#needleworkmonday | Get Up Stand Up Now - La Jablesse | #reggaesteem

27일 전

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Source La Jablesse, Zak Ové, 2013. This professional photograph, part of the gallery at Rosenfield Porcini, captures the darkness of La Jablesse and the intimations of 18th century dress. You can see the cloven foot on one of the hind legs.

The Lajabless is a character in Caribbean folklore. according to legend, she was born human, though after making a deal with the devil, she became a demon. Every full moon, Lajabless casts spells on her victims: unsuspecting men who have strayed from their wives, whom she seduces, and leads into the forest to a fatal ending.

Zak Ové's La Jablesse takes its form from a hollowed-out tree trunk, referencing her Caribbean roots connecting to Africa. Her clothes are made from fishing nets pulled from the River Thames, a necklace of rusting nails and three bronze trumpets are placed to signify her female anatomy. Her two faces represent her seductive facade and the succubus that lies beneath (From the exhibit labels).

Get Up Stand Up Now: Generations of Black Creative Poineers at Somerset House, London, celebrated 70 years of black creative artists in the UK from the Windrush era onwards. I visited the Exhibition on Friday: it was easy to become distracted by the immense body of social and political history, people whose names and activities I knew - Darcus Howe, Don Letts, Dennis Bovell - and whose stories are part of my own history.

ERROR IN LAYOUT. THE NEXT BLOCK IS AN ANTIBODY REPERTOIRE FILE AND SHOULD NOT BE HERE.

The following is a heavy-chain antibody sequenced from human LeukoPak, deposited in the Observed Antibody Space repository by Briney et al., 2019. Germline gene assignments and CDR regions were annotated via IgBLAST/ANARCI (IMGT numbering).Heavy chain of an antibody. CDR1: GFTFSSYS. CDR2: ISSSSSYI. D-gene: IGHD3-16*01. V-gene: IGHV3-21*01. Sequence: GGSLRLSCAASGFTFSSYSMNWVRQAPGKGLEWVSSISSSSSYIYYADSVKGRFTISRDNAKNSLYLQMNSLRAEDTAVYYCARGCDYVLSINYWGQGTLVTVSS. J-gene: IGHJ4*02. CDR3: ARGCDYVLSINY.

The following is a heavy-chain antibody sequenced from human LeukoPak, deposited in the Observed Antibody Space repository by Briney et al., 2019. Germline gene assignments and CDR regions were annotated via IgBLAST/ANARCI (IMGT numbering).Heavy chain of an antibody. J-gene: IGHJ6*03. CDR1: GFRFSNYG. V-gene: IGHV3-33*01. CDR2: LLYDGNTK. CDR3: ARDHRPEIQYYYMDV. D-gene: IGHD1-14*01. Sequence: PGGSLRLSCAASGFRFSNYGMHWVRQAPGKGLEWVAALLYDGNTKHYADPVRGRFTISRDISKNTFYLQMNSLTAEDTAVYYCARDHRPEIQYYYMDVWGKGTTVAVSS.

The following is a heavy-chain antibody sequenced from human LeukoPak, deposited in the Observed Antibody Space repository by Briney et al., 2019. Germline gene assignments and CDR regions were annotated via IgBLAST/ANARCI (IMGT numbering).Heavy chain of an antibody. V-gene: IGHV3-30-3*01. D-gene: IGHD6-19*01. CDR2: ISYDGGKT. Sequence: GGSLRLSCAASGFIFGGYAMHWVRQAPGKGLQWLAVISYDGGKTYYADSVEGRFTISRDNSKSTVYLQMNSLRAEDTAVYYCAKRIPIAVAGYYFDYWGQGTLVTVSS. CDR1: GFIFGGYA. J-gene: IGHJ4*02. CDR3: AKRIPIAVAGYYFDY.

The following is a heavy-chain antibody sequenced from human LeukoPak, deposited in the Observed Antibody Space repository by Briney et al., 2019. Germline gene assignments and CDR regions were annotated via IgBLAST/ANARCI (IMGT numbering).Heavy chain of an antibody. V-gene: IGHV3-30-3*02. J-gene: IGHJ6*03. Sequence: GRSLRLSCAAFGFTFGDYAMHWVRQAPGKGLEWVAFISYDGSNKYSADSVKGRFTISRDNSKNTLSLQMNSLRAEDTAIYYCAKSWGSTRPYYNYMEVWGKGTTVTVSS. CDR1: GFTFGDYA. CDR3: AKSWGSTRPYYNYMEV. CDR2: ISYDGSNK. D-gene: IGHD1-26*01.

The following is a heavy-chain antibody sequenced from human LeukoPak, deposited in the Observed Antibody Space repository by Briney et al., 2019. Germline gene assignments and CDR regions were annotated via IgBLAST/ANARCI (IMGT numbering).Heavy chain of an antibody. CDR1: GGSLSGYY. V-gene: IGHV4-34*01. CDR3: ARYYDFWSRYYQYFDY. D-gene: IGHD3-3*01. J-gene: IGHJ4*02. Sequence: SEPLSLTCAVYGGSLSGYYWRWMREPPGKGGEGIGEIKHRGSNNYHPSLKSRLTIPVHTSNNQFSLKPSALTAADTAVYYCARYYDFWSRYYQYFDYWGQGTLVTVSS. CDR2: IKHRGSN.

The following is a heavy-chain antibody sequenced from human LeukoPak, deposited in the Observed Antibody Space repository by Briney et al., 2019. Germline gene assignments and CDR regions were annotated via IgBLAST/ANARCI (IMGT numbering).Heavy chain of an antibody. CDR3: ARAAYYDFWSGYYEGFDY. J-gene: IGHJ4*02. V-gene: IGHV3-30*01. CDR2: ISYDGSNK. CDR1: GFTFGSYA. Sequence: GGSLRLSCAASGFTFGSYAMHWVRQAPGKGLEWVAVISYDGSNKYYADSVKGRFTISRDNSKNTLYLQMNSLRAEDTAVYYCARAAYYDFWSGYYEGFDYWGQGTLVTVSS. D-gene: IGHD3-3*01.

Amid all the clamour, La Jablesse was the first piece that spoke to me, telling her troubled story. The age old myths about women - the seductress and the succubus. Contrary to the dark lighting and atmosphere of the formal photograph above, I was struck by her power and strength, her proud gaze. To me, she looked like a warrior, the image enhanced by the helmet like mask which formed her second face.

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I was drawn by the textures of the wood and the draped fishing nets and the connections between Africa, the Caribbean and the Thames. England, the Motherland. Perhaps England was La Jablesse, seducing and devouring men.

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I can't decide whether she is trammelled and trapped in her unwieldy limbs and fishing nets and cloven hoof, or whether she is wielding a staff, a Fulani herdsman nymph. Predatory or protecting herself. La Jablesse. Jah Bless.

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Detail of crochet, nets from the Thames and needles used to make nets.